Part Two of our Labiaplasty Series:
Fueling the Labiaplasty Trend:
The Labiaplasty Trend – This is part two in a series on an increasingly popular cosmetic surgical procedure called labiaplasty. In part one of our labiaplasty series, we gave an introduction to this procedure: why women do it, patient statistics and side effects.
While we recognize that there are non-cosmetic reasons for this surgery, it seems as though most women and girls are seeking this surgery because they think their labia are ugly and abnormal.
Plastic surgeons should be (but are not) obligated to conduct mental assessments on patients prior to doing surgery. Nor are they obligated to assure women that their genitals are “normal” (as this would conflict with their bottom line).
So business is booming in the industry of cosmetic vaginal surgery. Now we will attempt to figure out the “why.” Why has this procedure spiked in popularity over the last few years and why are some young girls so uncomfortable with the appearance of their vulva, that they would attempt to cut off parts of their own labia?
The most common answer: pornography. As we discussed in an article on children and pornography, it’s estimated that children are first exposed to Internet porn at the average age of 11. Porn is easier than ever to access. Plenty of it is free and available online. It’s literally at our fingertips. Anyone who surfs the net is likely to come across it at least once. Whether they’re looking for it or not.
Pornography is often blamed for women having body image issues. Mainstream porn usually features the unattainable female “ideal.” This can be seen in the photo below (of the typical Playboy model). She is blonde, busty, slim, with a flat stomach and perhaps even a photo-shopped vulva? We know it’s a common practice for magazines and other media to photoshop models.
They do this to slim them down, make them look younger and remove any and all physical “imperfections.” But are they also given a Barbie doll vagina (if they haven’t already achieved that look through surgery)?
Photo-shopping the labia minora out of a photo is a common practice in soft-core porn magazines in Australia. They call it “healing to a single crease.”
The following documentary segment provides an overview of labiaplasty. It then discusses how magazines in Australia are forced to censor / augment women’s vulvas in order to get a certain approval rating from the Classification Board. This board puts magazines into categories based on how “sexually explicit” they are. This, in turn, determines the age restrictions of the consumers (ie 15+, 18+ etc).
As the documentary points out, labiaplasty is a growing phenomena in Australia as well. Coincidence? Hmmm……
Some female readers may be thinking that “These are men’s magazines. I don’t read them, nor do I watch porn. Why would I and other non-porn-watching women be affected by this?” Research has demonstrated that most regular consumers of porn are indeed men and 1 out of 3 visitors to all adult websites are women.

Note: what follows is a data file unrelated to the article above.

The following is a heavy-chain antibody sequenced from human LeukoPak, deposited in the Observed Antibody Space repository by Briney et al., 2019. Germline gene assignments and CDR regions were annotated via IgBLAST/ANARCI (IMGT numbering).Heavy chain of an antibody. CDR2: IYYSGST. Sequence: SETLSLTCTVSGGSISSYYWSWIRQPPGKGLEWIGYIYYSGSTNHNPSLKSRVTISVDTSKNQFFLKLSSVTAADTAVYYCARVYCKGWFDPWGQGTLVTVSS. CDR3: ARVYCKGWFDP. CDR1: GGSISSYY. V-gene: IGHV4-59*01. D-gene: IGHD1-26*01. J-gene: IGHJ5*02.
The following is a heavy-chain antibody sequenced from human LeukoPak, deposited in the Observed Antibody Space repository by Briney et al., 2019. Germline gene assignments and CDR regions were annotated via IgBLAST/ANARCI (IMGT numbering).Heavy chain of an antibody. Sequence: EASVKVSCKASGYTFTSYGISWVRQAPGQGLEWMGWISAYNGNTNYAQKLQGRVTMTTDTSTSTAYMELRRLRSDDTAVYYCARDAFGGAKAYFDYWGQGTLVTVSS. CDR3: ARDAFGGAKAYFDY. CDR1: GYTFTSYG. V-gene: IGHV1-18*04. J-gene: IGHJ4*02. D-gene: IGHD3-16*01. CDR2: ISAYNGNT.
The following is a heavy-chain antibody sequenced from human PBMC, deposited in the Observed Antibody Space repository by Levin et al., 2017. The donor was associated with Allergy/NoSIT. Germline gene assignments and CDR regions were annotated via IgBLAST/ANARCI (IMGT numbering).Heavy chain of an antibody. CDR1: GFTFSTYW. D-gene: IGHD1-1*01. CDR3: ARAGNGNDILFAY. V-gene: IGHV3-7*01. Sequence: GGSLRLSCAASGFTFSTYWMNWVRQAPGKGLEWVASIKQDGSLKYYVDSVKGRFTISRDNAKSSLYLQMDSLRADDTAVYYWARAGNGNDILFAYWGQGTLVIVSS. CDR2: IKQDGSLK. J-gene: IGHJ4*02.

So how does porn affect women who don’t view porn regularly? Well, if boys are getting their first exposure to naked women from porn, then logically they would expect to see the same (hairless vulvas with all the bits tucked in) on the girls they “hook up” with.
Although girls and women do not watch porn regularly, they are still just as likely to be exposed to at least soft-core porn, at a young age. Whether it’s in a magazine or online, “Soft-core porn” can be as simple as the nude Playboy model above (presumably meant to titillate men).
If this is basically girls’ only exposure to nudity, then it is only natural that they will inevitably compare themselves to these nude models (and as a result, they will conclude that their vulva is abnormal). In regards to their genitals, the message they’ll get is that they need to shave their pubes and get labiaplasty. Otherwise they will not be “normal,” nor will they be sexually desirable to men.
In researching labiaplasty, I’ve also come across several accounts of girls and young women who claimed they were getting teased by friends, family, guys or boyfriends about their protruding labia! This sort of bullying must be coming from young people who have no idea that the female vulva is as varied as the number of women who have them.
They are as unique as a person’s face. The Museum of Sex currently has a large exhibit entitled “The Sex Lives of Animals,” which includes a section about animal genitalia. I found this quote which illustrates my point: “There is no one ‘right’ shape for a penis or for a vulva—among people and throughout the animal kingom. Few, if any, structures show more variation than the genitals.”
As many naturists have observed, the current trend for pubic hair is to go totally bare. Naturally, porn is often seen as the driving force behind this trend. The overall lack of pubic hair today is also cited as contributing factor in the recent labiaplasty trend. Since bare vulvas are so prevalent in mainstream pornography, it allows producers of porn to show even more genital detail and to make the labia that much more visible.